Additional Annual Sales Volume Average Sale Additional Annual Revenue
"A" Rep 12 $8,500 $102,000
"B" Rep 12 $6,600 $79,200
"B" Rep 12 $6,500 $78,000
"B" Rep 12 $6,300 $75,600
TOTAL 48   $334,800

Deduct the cost of training to determine the gross revenue gain. Provide conservative and estimates. People take the proposal more seriously when you do.

Independent Source

Spend an hour or two at a public or business library or online. Work with the reference librarian to search for an article or study to augment your recommendation.  

If one of my clients has difficulties with turnover I might find a reputable study about sales reps who receive ongoing training and development enjoying longer tenures with their employer. 

Approaching the Boss

Present the completed the report to your boss at the end of a one-on-one meeting. Very calmly say something like, "I have an idea and put some thoughts together. I'd value your opinion on it. Maybe we can talk about it in a week or so, when you're ready?"

Refrain from emailing or texting to follow-up. Let them come to you. They will.

Assuming the Worst

I've advised many sales leaders to take this route to introduce or re-start the conversation about a previously rejected idea. Most assure me, "He'll just say 'No' to this, too. Why put in all the effort?"

After trusting me and giving it a try, all have expressed surprise when their boss follows-up with them, typically in less than a week!

Why it Works

When you take the time to put your thoughts in writing and back up your points with facts and figures, a supervisor knows you're serious.  

By giving them time to consider your idea, you've told them you can handle a discussion on the topic. This changes things.


The sales reps may need targeted training on making presentations and your boss may feel they don't spend enough time making prospecting calls. Negotiate. If the reps improve the number of minutes spent on the phone by 20%, would your boss revisit the idea of presentation training?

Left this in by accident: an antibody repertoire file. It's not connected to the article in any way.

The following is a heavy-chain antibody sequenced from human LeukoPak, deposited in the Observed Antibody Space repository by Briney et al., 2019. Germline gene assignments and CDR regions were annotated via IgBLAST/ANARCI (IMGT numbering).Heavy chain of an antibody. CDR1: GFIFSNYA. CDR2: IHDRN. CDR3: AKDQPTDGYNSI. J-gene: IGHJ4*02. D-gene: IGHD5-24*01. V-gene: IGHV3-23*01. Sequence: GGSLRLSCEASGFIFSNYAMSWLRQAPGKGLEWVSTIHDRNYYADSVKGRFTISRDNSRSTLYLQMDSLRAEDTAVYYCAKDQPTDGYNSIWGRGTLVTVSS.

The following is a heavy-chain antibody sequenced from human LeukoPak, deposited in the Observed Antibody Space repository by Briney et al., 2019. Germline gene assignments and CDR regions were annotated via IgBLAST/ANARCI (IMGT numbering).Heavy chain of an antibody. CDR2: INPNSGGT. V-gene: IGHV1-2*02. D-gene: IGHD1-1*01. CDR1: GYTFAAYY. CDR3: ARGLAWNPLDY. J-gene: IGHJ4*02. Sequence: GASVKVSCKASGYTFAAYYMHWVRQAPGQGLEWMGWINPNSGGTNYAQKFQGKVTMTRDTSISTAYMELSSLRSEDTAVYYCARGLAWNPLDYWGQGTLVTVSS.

Final Thoughts

Whether you want to replace an antiquated CRM system or create an inside sales group, take the time to put your thoughts in writing. Sales leaders trying this find that, win or lose, it changed their relationship with their bosses.  

Though their ideas weren't always given a green light, they reported an increase in mutual respect. Going forward, they engaged in more positive discussions of potential ideas.  You have everything to gain by approaching the problem this way.

Is Your Sales Rep Moonlighting?

A reader writes, "My company hired a sales representative for a territory far from headquarters. Shortly thereafter, I started to get the uneasy feeling she had two jobs. Sometimes, she missed our weekly staff conference calls. Other times, she was unreachable during certain hours of the day, or days of the week. She was achieving her sales goals, but not by much.

"A few weeks ago, she resigned. I would like to hire a rep for that territory again.  How do I protect against an employee holding a second job?"

Reps like this are salaried employees with your company. They should be singularly focused on your customers as well as developing extensive product knowledge over time. 

Technology allows most every company to place reps in territories all over the world. With this ability comes risk, such as not knowing where they are, or what they're doing with all of their time. Sometimes, these reps have another job.

David Sawyer, an expert with over 35 years in the private security industry and President of Safer Places, Inc., a background screening firm, offers the following advice:

Employment Contracts

Act preemptively. Your employment contract should clearly prohibit sales representatives from working a second job in sales.

Background Check

Require a background check as part of the hiring process. The release form most new hires sign gives permission for this check as long as they remain an employee. (This varies state-by-state.)  

Credit Reports

Ask your background screening company to run a credit report. Often, employers are listed near the top of this document.